Seamus Grant 1934-2005
Inishowen Traditional Music Project
The townland of Gortnahinson overlooks Clonmany village on the Inishowen Peninsula. This place, nestling in the foothills of Bulba, bounded by Lough Swilly to the West and the Atlantic to the North is where Seamus lived most of his life. This is where he worked the land he loved and shared in the music, song, dance and storytelling of a place of great natural beauty, strong history and a vibrant culture.
Seamus was born in the neighbouring townland of Cloughfin, Clonmany in 1934 to Mary Ann Grant and Willie Grant, both talented musicians themselves. Seamus had that same natural gift for music passed to him by his parents. He learned also, from the playing of his uncle, Willie Joe Grant and from a neighbour, “White” Dan Doherty who was later to become his father in law. White Dan was a fiddler, singer and dancer and a great source of tunes, many learned during harvest time in Scotland. As a young boy White Dan often assisted in taking the blind fiddler Paddy Kelly to the many local house dances. A noted fiddler of his day, Paddy was much in demand until his death in the 1920s.
From the age of about fifteen, Seamus himself was in big demand to play at the “Big Nights” which were central to the musical culture of Inishowen and marked occasions in the community such as weddings, christenings, and emigration. These nights were filled with storytelling, music, song and dance. They were lively events that often went on all night. It is in the spirit of these same “Big Nights” that the idea of Seamus Grant Weekend of Traditional Music and Culture was born.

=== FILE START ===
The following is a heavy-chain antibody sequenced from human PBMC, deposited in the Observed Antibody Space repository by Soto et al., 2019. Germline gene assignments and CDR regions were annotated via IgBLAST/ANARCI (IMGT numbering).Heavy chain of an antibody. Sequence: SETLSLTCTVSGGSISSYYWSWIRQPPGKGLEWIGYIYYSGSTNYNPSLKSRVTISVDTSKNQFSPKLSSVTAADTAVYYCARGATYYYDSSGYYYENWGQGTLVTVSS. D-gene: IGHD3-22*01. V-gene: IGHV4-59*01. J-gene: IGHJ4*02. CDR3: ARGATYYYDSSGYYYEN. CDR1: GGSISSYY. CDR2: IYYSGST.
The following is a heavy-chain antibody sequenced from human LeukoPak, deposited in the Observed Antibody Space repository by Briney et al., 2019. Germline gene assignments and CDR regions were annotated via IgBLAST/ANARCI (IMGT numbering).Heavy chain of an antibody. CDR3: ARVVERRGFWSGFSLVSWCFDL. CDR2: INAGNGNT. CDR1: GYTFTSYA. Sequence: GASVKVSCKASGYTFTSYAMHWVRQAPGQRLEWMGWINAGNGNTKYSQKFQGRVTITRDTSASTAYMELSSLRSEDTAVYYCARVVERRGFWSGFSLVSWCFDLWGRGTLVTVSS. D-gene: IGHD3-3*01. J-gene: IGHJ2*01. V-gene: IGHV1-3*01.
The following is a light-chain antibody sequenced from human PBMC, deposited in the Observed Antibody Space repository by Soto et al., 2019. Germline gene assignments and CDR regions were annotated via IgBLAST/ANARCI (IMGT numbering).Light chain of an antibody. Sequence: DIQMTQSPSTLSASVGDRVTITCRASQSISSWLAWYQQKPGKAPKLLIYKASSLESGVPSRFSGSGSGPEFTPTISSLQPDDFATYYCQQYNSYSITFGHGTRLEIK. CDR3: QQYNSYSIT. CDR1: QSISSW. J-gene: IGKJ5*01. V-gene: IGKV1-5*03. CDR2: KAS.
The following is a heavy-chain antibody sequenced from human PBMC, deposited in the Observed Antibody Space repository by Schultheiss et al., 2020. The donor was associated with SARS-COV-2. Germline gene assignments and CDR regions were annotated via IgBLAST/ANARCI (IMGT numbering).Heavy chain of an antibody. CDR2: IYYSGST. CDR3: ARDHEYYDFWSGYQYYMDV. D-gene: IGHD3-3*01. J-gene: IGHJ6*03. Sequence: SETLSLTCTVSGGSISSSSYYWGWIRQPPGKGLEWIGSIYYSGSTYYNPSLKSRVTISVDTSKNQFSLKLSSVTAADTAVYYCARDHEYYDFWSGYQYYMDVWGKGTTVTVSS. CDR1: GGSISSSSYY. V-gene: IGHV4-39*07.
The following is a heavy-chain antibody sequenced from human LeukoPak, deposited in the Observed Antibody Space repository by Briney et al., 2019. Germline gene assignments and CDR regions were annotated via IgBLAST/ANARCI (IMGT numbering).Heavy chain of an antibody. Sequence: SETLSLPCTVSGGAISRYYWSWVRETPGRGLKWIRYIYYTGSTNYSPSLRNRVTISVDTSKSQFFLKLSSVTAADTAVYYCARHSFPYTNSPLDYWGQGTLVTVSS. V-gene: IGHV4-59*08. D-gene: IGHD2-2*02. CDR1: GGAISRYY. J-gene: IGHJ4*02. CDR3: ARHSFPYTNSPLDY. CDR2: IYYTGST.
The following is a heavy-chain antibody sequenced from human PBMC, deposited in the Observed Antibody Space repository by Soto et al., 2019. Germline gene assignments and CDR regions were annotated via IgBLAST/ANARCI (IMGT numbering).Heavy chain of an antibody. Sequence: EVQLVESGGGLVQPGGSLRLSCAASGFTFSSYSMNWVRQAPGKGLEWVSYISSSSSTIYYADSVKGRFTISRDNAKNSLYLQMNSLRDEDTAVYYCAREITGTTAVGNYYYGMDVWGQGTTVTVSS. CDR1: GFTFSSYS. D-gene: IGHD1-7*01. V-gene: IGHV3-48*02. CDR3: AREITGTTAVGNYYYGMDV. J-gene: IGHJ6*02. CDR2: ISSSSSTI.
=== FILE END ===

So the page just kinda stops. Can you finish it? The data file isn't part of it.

Seamus plays “The Londonderry Hornpipe” at a Big Night in Cloontagh, Clonmany
Seamus married Brigid Doherty in 1961, moved across the fields from Cloughfin to Gortnahinson and made a happy home with their seven children – Billy, Danny, Seamus, Martina, Sally, Sheila and Rosaleen.
Seamus plays “The Haste of the Wedding” jig at a Big Night in Cloontagh, Clonmany
“Big Nights” began to die out in the early 1950s. Musical tastes were changing as popular music and modern dance became more accessible. Music and culture were becoming associated with a backward way of life. The Clonmany Ceili band was formed in 1956 by local curate Fr. Desmond Mullan to promote ceili dancing and to represent the Parish at Feiseanna. The early members, along with Seamus were Ned and Jimmy Doherty (drums and double bass), his lifelong friend Maeliosa Doherty (button accordion), John McCarron (button accordion), Neil McGonigle (fiddle) and Desmond Kavanagh (piano) and in later years Pat Hughes (piano). Dinny McLaughlin (fiddle) also joined them regularly. The band was hugely popular and played regularly throughout Donegal, Derry and Tyrone up to the early 1970s. Later Seamus continued with his good friend, the late Connie Doherty (piano accordion) supporting ceili classes, dances and concerts.
Seamus remained true to the repertoire of his area, gave generously of his knowledge and music and while always striving to reach his potential. With every considered note Seamus enriched it with the generosity of his spirit and the charm of his soul. Since his death in 2005 Seamus is dearly missed by many. His music will forever be found in the mountains of dark Inishowen.
in Cloontagh, Clonmany